Multiple Regression - Notes and Technical Information

General. The Multiple Regression routine consists of two major parts. The first calculates a correlation matrix (or extracts a correlation matrix if matrix input is selected) according to the user's specifications (i.e., missing data, selection conditions, etc.). The second performs the actual multiple regression analyses.

Calculating Multiple Regression, Matrix Inversion. All calculations involved in the actual multiple regression analysis are performed in double precision. Matrix inversion is accomplished via sweeping (see Dempster, 1969, p. 62). The regression weights, residual sums of squares, tolerances, and partial correlations are also calculated as part of the sweeping operation (see also Jennrich, 1977).

Statistical Significance Tests. The standard formulas are used for calculating the F-value associated with the multiple R, and for the t-values associated with the regression coefficients (e.g., see Cooley & Lohnes, 1971; Darlington, 1990; Lindeman, Merenda, and Gold, 1980; Morrison, 1967; Neter, Wasserman, & Kutner, 1985; Pedhazur, 1973; Stevens, 1986; Younger, 1985).

Residuals. The standard error of a residual score is computed as the square root of:

[1 - 1/n - (Xraw - Xmean )*C-1*(Xraw - Xmean )']*RMS

where

Xraw

is the vector of raw data for the independent variables

Xmean

is the vector of means for the independent variables

C-1

is the inverse of the matrix of crossproducts of deviations for the independent variables

n

is the number of valid cases

RMS

is the residual mean square

The terms 1/n and Xmean are dropped if there is no intercept (regression forced through the origin).

The standardized residuals are obtained by dividing each residual by the square root of the residual mean square.

The Mahalanobis distance is the distance of a case from the centroid of all cases in the space defined by the independent variables. It is computed as:

(n-1)*(Xraw - Xmean )*C-1*(Xraw - Xmean )'

where

Xraw

is the vector of raw data for the independent variables

Xmean

is the vector of means for the independent variables

C-1

is the inverse of the matrix of crossproducts of deviations for the independent variables

n

is the number of valid cases

The terms 1/n and Xmean are dropped if there is no intercept (regression forced through the origin). Refer to the Multiple Regression Examples for an example of how Mahalanobis distances can aid in the detection of outliers.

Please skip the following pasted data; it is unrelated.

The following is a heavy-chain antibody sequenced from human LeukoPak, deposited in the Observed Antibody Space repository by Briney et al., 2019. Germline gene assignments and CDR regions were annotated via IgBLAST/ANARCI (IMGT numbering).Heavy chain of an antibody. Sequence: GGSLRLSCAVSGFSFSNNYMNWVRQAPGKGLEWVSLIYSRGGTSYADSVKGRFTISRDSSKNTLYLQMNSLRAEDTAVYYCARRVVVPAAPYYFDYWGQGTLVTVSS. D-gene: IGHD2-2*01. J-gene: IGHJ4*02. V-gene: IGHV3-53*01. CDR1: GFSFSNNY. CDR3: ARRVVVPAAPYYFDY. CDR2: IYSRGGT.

The deleted residual is the residual which would have been obtained had the case not been included in the estimation of the regression equation. It is calculated by dividing the ordinary residual by:

1 - (1/n) - (Xraw - Xmean )*C-1*(Xraw - Xmean )'

where

Xraw

is the vector of raw data for the independent variables

Xmean

is the vector of means for the independent variables

C-1

is the inverse of the matrix of crossproducts of deviations for the independent variables

n

is the number of valid cases

The terms 1/n and Xmean are dropped if there is no intercept (regression forced through the origin). Refer to the Multiple Regression Examples for an example of how deleted residuals can aid in the detection of outliers.

Cook's distance (Cook, 1977) is useful for assessing the changes that would result in all residuals if the respective case were to be omitted from the regression analysis. It is defined as:

{Deleted res.2 *[1/n + MD/(n-1)]}/[(No. of vars + 1)*RMS]

where:

MD

is the Mahalanobis distance

RMS

is the residual mean square

If there is no intercept, n-1 is replaced by n, the term 1/n is dropped, and the term +1 (adding 1 to the number of independent variables) is dropped.

Power Transformations for Dependent and Independent Variables. Statistical significance testing in multiple regression is based on the assumption of homogenous residual variance over the range of the dependent variable. When this assumption is violated, in some cases an appropriate transformation of the dependent or independent variables may correct the problem. A class of power transformations that can be applied to the dependent variable or the independent variables is:

y'

= yλ for λ≠0

 

= natural log(y) for λ=0

This formulation encompasses the reciprocal transformation (λ=-1), the square root transformation (λ=.5), the square transformation (λ=2), and the logarithmic transformation (λ=0). However, note that it is required that all values of y be greater than 0 (zero). For additional details about these transformations, refer to Box and Cox (1964), Box and Tidwell (1962), Gunst, Mason, and Hess (1989), or Snee (1986).